Peter Goodman's startling piece "'Back At Square One': As States Repurpose Welfare Funds, More Families Fall Through Safety Net" reported on the many failures of 1996's welfare reform, which created time limits and work rules for cash recipients and allowed states to make their own decisions regarding eligibility. As reported -- Georgia seized this opportunity and for many years, Georgia has considered itself a leader in reducing the number of people obtaining cash assistance, even during levels of high unemployment and hard economic times.
None of the horrors of Goodman's reporting surprised me, although the reminders never fail to disturb me. I am heartened that so many people have reached out to the author to ask how to help this woman and her baby, but I want them to understand how many more there are like her. And how the policies being debated in congress today will either help support families like hers and help them back on their feet, or help push them over the edge. A month ago the Senate voted on the Rand Paul amendment to "block grant" the food stamp program; or, in other words, to turn it into another TANF (Temporary Assistance to Needy Families) program which would allow states to take money intended to help our most vulnerable neighbors and divert it to cover their budget gaps. While they voted to table the amendment for the time being, it is expected to come up again. The threat is very real -- to diminish or destroy the only real program that's left of the safety net. To have babies living on juice and water for two days in a row.
I began working as a Legal Aid attorney in 1997, and witnessed the complete abandonment of the TANF program first hand. Advocates for the poor, for the struggling, for those who live on the margins, fought for many years to keep people on the TANF program after the changes in '96, arguing about work requirements, inappropriate "sanctions" and the like. But then at some point, everyone just gave up. While DFCS offices were telling people "you're too good for TANF", advocates were telling them "don't even apply -- TANF no longer exists in Georgia." We all turned our attention to the food stamp program (also known as SNAP), and now we've discovered this previously well-regarded program that has historically received bipartisan support is now the favorite straw man for balancing the budget on the backs of those who can least afford it.
In my current role as the advocacy director for the Atlanta Community Food Bank, I work on behalf of what our elected officials like to call the "private charities", the nonprofits that are expected to pick up the slack if we cut or block grant the food stamp program. Our food distribution -- that is, what we are providing to our network of food pantries and meal programs -- has grown over 30 percent each year for the last two years, and the demand only continues to rise. The congregations and agencies that make up the bulk of our network often tell us that they have nothing left to give and cannot simply cannot "fill in the gaps" as many often suggest. And with a gap of $4 billion dollars, it's hard to imagine that anyone thinks this is feasible. Across the country, food banks are being asked to do more with significantly less. And though need continues to grow, still the cuts keep coming while our elected officials advocate for balancing the budget on the backs of weary local congregations.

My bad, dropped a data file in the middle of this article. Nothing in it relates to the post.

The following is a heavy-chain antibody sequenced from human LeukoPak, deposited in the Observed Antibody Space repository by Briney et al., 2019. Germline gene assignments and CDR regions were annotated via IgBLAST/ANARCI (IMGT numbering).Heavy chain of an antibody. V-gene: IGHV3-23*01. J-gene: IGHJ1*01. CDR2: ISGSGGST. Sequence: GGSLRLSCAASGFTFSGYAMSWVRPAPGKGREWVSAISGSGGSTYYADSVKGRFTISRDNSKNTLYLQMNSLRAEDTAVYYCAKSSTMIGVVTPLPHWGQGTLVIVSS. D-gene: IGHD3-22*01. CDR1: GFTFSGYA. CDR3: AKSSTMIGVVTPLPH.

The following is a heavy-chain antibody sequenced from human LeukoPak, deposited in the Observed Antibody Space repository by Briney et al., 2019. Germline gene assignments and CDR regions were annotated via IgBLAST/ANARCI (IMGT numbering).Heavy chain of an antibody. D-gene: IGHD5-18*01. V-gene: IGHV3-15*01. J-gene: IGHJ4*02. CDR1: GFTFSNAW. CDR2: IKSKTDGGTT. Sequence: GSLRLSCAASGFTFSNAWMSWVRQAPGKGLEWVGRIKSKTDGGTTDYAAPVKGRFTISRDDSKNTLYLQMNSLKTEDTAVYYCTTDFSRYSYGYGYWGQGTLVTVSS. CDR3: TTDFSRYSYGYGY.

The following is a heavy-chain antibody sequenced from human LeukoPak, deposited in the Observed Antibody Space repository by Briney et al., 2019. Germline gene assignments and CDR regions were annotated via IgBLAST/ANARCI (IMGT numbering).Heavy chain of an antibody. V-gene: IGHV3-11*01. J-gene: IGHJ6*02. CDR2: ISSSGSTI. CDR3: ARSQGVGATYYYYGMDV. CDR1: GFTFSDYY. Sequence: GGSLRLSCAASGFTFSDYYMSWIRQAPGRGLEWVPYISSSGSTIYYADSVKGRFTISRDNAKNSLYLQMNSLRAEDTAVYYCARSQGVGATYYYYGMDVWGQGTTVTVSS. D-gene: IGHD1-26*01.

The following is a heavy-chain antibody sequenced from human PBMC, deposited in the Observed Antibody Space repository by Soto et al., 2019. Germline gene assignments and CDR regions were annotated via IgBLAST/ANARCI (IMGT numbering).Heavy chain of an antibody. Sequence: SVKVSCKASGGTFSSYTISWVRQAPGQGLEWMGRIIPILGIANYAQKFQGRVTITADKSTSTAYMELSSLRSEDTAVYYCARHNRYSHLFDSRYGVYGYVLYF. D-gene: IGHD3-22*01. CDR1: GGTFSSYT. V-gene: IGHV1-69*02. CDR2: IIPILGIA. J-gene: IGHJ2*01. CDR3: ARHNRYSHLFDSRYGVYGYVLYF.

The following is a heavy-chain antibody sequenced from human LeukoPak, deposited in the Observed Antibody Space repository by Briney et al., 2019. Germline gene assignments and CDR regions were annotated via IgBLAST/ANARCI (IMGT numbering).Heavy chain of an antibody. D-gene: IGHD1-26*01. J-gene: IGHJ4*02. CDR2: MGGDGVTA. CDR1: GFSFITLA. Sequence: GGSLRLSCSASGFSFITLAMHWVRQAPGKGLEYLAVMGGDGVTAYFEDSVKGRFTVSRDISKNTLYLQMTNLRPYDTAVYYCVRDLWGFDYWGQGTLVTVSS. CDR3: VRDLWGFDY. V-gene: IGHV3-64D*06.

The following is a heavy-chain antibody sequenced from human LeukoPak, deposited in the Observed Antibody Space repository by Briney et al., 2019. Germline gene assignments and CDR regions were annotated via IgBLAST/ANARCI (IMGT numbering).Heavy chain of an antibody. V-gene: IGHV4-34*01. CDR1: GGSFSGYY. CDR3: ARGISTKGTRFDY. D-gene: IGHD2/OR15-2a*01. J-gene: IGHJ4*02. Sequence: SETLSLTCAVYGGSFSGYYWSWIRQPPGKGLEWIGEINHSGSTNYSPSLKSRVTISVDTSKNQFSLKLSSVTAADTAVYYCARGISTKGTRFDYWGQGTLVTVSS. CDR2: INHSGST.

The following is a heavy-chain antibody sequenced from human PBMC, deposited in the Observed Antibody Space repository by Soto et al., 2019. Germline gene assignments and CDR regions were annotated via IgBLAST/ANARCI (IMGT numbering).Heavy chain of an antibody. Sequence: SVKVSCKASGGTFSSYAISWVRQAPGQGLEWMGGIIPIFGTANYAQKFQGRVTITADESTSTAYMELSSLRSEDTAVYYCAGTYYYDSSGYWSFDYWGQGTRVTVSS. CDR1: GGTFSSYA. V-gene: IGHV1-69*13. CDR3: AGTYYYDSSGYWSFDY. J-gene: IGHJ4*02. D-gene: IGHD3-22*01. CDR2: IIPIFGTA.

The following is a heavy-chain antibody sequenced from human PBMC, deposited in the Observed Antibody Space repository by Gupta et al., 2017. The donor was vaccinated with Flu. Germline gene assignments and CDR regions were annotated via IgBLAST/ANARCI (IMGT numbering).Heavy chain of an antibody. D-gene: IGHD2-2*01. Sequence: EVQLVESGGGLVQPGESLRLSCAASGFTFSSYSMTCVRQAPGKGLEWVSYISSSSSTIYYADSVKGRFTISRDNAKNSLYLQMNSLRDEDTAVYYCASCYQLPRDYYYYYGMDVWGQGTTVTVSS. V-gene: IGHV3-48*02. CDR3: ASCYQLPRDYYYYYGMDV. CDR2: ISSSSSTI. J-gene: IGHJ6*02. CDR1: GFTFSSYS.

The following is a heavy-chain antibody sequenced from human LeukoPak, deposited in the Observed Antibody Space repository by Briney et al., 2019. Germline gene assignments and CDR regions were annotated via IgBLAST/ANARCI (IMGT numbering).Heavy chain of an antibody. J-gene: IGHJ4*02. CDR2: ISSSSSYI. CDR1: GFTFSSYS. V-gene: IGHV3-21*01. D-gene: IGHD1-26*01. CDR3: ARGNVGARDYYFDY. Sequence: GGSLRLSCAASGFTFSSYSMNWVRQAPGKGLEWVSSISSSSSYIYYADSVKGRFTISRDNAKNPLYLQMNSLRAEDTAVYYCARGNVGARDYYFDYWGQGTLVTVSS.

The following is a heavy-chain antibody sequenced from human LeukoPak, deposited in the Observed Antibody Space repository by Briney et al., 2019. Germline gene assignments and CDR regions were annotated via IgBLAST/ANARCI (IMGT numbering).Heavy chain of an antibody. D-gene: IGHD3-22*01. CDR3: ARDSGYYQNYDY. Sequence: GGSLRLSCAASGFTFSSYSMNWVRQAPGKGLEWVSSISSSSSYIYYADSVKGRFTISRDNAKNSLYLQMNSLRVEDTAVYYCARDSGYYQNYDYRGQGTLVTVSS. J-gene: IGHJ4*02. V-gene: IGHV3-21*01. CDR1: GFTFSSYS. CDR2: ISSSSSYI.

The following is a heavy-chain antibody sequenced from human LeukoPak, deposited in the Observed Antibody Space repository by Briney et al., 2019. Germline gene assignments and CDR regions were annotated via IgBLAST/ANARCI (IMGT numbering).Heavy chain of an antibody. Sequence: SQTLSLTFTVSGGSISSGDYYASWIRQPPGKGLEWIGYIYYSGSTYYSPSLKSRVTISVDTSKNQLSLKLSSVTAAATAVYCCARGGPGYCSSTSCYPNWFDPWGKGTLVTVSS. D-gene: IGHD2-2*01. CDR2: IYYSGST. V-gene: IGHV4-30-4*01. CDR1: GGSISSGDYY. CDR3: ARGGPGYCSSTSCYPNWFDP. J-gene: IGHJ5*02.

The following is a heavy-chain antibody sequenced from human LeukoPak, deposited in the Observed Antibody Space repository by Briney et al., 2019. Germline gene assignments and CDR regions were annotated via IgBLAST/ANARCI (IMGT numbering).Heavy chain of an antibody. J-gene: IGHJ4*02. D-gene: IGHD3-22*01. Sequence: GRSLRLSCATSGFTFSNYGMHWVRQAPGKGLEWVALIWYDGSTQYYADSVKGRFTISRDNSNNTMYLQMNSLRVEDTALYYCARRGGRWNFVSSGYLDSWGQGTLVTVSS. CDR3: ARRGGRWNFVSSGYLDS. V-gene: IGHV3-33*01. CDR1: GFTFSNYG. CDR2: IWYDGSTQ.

So what are people who can't find a job doing? How do they feed their children? The story of the woman in Goodman's piece paints a bleak but accurate picture of what some are driven to. TANF and food stamps were intended to be a "safety-net" that catches people and helps them get back on their feet. Most participant households include children, elderly or the disabled -- 75 percent of households receiving food stamps have a child in them. The economic costs of people going hungry are well-documented -- hunger costs our nation at least $167.5 billion per year because of lost economic productivity, poor education outcomes and unnecessary health care costs. But hunger is more than an economic issue; it's a moral concern. I believe that if we all put politics aside, most people do truly care what happens to their neighbors. And if they want to help Ms. Butler, and those in her situation, they will ask their elected officials to fully fund the programs that help them back on their feet. That allow them to feed their children. There are already too many tragic examples in the news these days of what happens when we blindly turn our heads away from those around us in need.